The Open Books donation bin can be found behind the Oak Park Public Library. | Cody Chapman

A permanent donation spot has been set up outside the Oak Park Library to collect gently used books for a local nonprofit to distribute to neighboring low-income communities. 

Open Books, a Chicago nonprofit, provides books to thousands of readers each year through increased access, grants, book nooks, and bookstores. Now with an established donation spot in Oak Park, the nonprofit hopes to increase donations and put more books into the hands of excited readers in local communities. 

Laura Wylie, board member at Open Books, said the need for literature materials in Oak Park neighboring communities is great and the new site will hopefully help meet any gaps in reading deserts. 

 “It is quality, engaging books in low-income communities where they don’t have much access to those,” Wylie said. “And it is just putting books in the hands of people.” 

The nonprofits efforts don’t stop at putting books into people’s hands, it is about putting the right books into people’s hands, said Wylie, adding there is a strong focus to ensure there is diversity in the reading materials they provide. 

“They are very mindful about what books they put out in the community,” Wylie said. “They focus on getting books that are bilingual and represent different ethnic groups.” 

Books such as those have made Open Books popular at local neighborhood events, such as a block party in the Austin neighborhood, where many children happily accepted books. 

“It was a lot of happiness, people love free books,” Wylie said. “It was appreciated that we were there and putting books in hands. The block party was awesome…those community instances when we can be there and make those connections with community activists so that we are hearing from them what they need and Open Books is good about coming in on their terms.”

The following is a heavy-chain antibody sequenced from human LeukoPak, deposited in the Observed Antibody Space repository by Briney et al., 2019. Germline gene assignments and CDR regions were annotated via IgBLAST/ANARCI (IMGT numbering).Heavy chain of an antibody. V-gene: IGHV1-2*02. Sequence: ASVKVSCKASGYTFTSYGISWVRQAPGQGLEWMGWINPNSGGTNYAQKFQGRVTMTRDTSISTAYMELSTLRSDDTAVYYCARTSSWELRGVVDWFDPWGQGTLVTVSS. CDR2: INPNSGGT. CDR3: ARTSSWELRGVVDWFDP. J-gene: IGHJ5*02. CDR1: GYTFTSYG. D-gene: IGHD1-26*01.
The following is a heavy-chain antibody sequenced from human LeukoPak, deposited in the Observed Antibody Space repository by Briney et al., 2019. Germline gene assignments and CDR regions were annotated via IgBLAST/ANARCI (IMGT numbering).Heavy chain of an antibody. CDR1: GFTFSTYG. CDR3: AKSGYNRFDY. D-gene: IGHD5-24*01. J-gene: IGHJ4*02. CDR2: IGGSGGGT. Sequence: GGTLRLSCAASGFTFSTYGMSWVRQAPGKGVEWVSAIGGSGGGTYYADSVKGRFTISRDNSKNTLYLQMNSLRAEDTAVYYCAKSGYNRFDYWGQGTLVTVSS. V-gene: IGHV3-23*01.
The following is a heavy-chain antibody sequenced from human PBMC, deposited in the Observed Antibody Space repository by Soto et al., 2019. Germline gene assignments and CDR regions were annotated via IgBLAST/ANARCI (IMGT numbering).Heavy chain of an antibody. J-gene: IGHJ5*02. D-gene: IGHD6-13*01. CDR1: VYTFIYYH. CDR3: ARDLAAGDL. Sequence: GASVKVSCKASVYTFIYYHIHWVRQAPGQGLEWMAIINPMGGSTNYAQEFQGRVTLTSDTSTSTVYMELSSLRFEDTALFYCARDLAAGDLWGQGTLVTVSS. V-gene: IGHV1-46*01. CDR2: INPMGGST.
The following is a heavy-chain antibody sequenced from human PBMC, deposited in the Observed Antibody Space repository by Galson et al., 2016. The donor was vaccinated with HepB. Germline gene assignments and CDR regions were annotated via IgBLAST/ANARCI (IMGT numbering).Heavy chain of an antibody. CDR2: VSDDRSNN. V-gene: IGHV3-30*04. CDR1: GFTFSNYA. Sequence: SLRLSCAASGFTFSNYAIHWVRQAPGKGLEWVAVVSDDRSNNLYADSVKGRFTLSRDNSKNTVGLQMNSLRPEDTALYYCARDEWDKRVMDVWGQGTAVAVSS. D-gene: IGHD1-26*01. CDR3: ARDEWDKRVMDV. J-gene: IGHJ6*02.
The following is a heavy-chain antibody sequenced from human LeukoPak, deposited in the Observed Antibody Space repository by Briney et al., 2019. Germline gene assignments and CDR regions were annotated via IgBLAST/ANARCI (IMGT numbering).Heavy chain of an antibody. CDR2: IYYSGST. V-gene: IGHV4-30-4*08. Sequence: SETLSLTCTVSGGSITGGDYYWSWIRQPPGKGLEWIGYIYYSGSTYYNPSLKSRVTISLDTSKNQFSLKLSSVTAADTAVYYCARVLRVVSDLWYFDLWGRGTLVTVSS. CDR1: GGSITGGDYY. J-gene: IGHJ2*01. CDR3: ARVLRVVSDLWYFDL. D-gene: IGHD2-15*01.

The nonprofits efforts in Austin don’t stop at block parties. One of the main ways they work to increase literacy in Austin is through their traditional book granting supports which provide teachers with highly-curated books for their classroom libraries. According to Alison Gerber, development director at Open Books, the nonprofit last year granted books to more than 20 educators in the Austin community, with hopes of increasing that number for this school year. 

Lori Pulliam, deputy director at the Oak Park Library, said the partnership opens up new ways for residents to donate. 

“We were excited about the opportunity to have an option for our community members who’d like to donate during the months when we aren’t collecting for the Friends of the Oak Park Public Library’s book fair,” Pulliam said. “Open Books shared that our community has always been a big supporter, through volunteering, donating and shopping at their stores.” 

The “organic partnership” between the library and the nonprofit, as Wylie described it, has already seen success. 

According to Pulliam, within two weeks of the bin’s installment, they realized it needed to be emptied out on a weekly basis due to the high volume of donations. 

Wylie encourages residents to continue to donate the books they have piled on the shelves collecting dust and said the nonprofit remains dedicated to ensuring they end up in the hands of those who need them. 

“The collaboration with the Oak Park Library was easy and everybody seems to be happy,” Wylie said. “As an Oak Parker, we love our library, we love reading in our community and it seems it would be a natural place for cycling through a lot of books and sharing those when we are done with them.” 

The Open Books donation bin is located in the alley behind the Oak Park Library on Lake Street.

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